A Return to ‘Mad Men’: Gender, Media and the Politics of Women’s Health

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A Return to ‘Mad Men’: Gender, Media and the Politics of Women’s Health

Date: 
Monday, March 26, 2012 - 20:05

For Women’s History Month, FGCU will welcome writer and editor Christine Cupaiuolo, who will be discussing and educating the audience on current issues of women’s health. Cupaiuolo is the managing editor of the 2011 edition of the book “Our Bodies, Ourselves” published by Our Bodies Ourselves, a nonprofit organization concerned with women’s health education. 

The writer also covers politics and public policy for the Our Bodies Ourselves blog, and will be speaking about the book and many political scenarios where matters of women’s reproductive and sexual health are affected.

The book, helped to inspire women’s health movements, and is “an absolute necessity when states are cutting back on sex education, and legislators are drafting bills that aim mainly to shame women and limit their access to comprehensive care,” Cupaiuolo said.

“The event is very exciting for our campus community – students, faculty, and staff alike.  The landmark book, “Our Bodies, Ourselves” (originally published in 1971) was one of the first books widely circulated in the U.S. to teach women about aspects related to their sexual and reproductive health,” Dr. Kristine DeWelde, program leader for sociology, gender studies coordinator and one of the organizer of the event, said. 

As the guest speaker, Cupaiuolo will also discuss about health care issues and contraception, which are ways of helping to reduce the risks of unintended pregnancies, therefore avoiding infant and maternal illness, as well as the likelihood of abortion.

“The most perplexing (topic) is politicians' failure to view contraception as a health issue,” said Cupaiuolo.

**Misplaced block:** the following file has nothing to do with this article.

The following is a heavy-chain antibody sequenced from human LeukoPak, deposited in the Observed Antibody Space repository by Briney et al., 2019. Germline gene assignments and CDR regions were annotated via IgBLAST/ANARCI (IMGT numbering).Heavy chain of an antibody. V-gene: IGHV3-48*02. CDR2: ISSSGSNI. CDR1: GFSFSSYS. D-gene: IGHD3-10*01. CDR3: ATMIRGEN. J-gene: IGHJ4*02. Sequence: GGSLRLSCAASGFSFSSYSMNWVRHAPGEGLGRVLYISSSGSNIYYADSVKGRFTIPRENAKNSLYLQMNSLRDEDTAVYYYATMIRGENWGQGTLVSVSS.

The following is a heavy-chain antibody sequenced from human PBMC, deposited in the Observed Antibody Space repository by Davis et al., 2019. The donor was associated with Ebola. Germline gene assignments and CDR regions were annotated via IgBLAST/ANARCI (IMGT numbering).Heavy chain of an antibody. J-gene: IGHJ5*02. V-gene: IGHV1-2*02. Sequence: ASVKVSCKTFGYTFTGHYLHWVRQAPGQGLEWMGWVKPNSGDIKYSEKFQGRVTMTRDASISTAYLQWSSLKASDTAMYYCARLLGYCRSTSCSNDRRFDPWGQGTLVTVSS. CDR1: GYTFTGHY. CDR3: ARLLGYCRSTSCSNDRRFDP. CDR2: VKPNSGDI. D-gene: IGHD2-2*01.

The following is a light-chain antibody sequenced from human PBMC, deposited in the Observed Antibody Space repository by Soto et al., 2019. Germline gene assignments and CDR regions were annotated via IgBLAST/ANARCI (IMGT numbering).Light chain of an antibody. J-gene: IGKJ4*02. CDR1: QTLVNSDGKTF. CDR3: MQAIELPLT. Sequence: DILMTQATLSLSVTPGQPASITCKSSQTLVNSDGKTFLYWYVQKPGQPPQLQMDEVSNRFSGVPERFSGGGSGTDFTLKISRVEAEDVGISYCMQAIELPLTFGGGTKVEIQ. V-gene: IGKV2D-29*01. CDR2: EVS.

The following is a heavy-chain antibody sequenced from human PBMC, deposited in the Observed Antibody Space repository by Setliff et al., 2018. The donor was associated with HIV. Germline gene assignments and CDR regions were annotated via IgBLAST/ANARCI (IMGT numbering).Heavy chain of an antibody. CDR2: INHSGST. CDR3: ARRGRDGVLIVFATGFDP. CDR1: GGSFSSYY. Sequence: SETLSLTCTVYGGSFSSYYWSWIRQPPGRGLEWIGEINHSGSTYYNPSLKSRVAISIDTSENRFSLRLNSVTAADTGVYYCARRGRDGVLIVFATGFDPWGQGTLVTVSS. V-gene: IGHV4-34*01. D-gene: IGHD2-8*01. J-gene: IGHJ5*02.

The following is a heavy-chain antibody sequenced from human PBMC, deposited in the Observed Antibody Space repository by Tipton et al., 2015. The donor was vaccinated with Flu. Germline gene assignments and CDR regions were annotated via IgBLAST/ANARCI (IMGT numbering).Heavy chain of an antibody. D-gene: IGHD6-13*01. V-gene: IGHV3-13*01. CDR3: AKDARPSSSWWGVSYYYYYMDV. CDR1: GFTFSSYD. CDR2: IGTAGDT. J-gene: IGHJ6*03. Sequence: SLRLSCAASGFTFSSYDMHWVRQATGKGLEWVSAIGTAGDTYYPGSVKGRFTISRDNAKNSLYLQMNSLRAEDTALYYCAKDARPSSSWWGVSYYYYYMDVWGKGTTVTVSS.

“The discussion will also provide a historical look at the women who sparked the women’s health movement in the U.S. in the late 1960s,” Dr. De Welde said.

Cupaiuolo will educate students on how women of all ages are responding to political/health issues through social media, organizing to draw attention and build support.

“My talk will look at how Our Bodies Ourselves founders wrote their way into history and how younger women are continuing the movement,” Cupaiuolo said.  

Cupaiuolo will dedicate some of the presentation’s time for questions and answers, conversation with the audience, and to sell her books.

“It is of huge importance for students – particularly our women students – to attend this event, because the book and blog site address issues of concern to all women, irrespective of age, race, sexual orientation, or political leaning,” Dr. De Welde said.

“Many of our women students take for granted that they have access to contraception, or resources for dealing with violence inflicted upon them from dating abuse or sexual assault,” Dr. De Welde said.

This event will be a learning opportunity for both women and men about struggles women have fought through in past decades to get where they are now.

“I am glad to commemorate Women’s History Celebration and encourage students to learn more about women’s struggles in the past as well as about issues that still exist today and do learn how to do something about it,” LilianaQuintana, director of diversity at Student Government and student in charge of the event, said.

Plan Parenthood will be giving out condoms and informational pamphlets.

Food and drink will be provided.

For more information about the speaker, check www.christine2.com

For more on the event, see Eagle News.